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Ontario’s ecological heartbeat: The Oak Ridges Moraine

Editor's Note: This story is part of a series called the Land Where We Stand (LWWS). Uncovering the hidden stories about the land our community is built on is what the Chronicle's feature series, the LWWS, is about.
HomeArtsThe Boys: a fresh take on a stale genre

The Boys: a fresh take on a stale genre

With superheroes all the rage in film and television, Amazon’s new show, The Boys, is a fresh take on the genre.

The Amazon Prime original is a dark look at the effects power and greed can have on individuals, told in hilarious and well-executed fashion.

Based on the comic book of the same name, written by Garth Ennis and developed into a show by Eric Kripke, The Boys takes place in a world where the ‘heroes’ are seen as celebrities and dominate the media and their enemies. However, away from the spotlight, these heroes aren’t all as they appear.

The show follows two different groups of characters.

The Seven is a group made up of ‘the world’s best heroes’ run by Vought International. They get away with whatever they want and their true work often goes unseen by the public.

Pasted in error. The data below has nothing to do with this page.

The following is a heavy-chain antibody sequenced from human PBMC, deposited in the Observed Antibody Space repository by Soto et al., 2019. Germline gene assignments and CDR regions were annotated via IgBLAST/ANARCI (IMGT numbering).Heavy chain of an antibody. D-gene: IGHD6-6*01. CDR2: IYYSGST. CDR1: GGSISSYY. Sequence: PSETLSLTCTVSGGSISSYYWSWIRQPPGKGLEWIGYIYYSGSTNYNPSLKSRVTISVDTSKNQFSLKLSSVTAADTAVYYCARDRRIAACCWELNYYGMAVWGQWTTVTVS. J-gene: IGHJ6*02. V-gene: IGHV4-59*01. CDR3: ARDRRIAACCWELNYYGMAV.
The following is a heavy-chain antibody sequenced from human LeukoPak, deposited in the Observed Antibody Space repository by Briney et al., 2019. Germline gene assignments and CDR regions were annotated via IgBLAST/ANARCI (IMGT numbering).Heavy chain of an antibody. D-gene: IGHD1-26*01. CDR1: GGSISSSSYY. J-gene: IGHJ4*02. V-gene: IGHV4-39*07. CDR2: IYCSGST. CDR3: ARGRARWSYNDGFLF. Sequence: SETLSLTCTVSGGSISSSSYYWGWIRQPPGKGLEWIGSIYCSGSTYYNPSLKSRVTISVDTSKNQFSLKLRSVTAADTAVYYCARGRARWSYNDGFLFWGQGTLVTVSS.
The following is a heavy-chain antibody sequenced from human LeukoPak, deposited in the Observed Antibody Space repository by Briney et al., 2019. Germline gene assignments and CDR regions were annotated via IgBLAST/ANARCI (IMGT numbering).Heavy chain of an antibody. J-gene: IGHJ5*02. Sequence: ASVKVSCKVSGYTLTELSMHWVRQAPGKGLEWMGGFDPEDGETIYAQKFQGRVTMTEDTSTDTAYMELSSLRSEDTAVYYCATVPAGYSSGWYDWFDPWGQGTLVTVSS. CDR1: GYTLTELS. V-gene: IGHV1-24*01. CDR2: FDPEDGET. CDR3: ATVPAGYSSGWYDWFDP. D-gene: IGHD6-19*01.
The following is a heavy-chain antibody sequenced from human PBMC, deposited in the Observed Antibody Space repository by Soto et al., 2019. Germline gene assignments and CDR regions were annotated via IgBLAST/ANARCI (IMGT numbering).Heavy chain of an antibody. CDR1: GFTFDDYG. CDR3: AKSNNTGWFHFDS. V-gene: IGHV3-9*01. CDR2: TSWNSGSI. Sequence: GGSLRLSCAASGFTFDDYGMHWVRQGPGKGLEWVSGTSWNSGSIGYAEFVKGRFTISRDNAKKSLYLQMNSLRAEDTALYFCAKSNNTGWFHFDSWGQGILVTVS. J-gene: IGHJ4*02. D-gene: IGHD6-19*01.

The Boys are a vigilante-esque group bent on taking down Vought and showing the world who they are.

The Boys are led by William “Billy” Butcher, a former CIA member who grew to hate the superheroes or ‘supes’, as called by Butcher.

Butcher’s rage is placed on The Seven’s leader Homelander, played by Anthony Starr, who is thought to have raped and ‘killed’ Butcher’s wife.

Played by Karl Urban, Butcher gives a great performance of a man who has lost everything and is bent on exacting revenge.

The other main member of The Boys, and a guiding light for Butcher, is Hughie Campbell, played by Jack Quaid. Hughie is a tall, nervous, electronics shop employee who ends up joining Butcher after his girlfriend, Robin, is killed by The Seven’s speedster, A-Train.

Hughie’s perception of ‘supes’ soon begins to change, however, when he meets Annie January, a kind woman who goes by the superhero name ‘Starlight’.

Annie, played by Erin Moriarty, shows Hughie that not all supes have the same disregard for others lives and soon chooses to help uncover Vought and The Seven’s dirty little secrets.

The Boys gives a different look to the superhero genre as it gives a more real painting of superheroes as individuals with their own wants, desires, and struggles, instead of the generic idea that see’s superheroes as perfect specimens. Whether it’s drug addiction, mental health, or something even more sinister, The Boys masterfully depicts heroes as also being victim to the human struggle.

Many current social issues are also seen in the show. Whether it’s racism, sexual harassment or another current issue such as the effects of corporate monopoly, as seen by Vought International, The Boys finds ways of incorporating many of these current issues into the show without the viewer feeling as though it is being forced upon them.

The Boys is a violent and vulgar dark comedy which will keep the viewer on their edge of their seat. Just avoid watching if you’re a little squeamish to violence… because there’s a lot.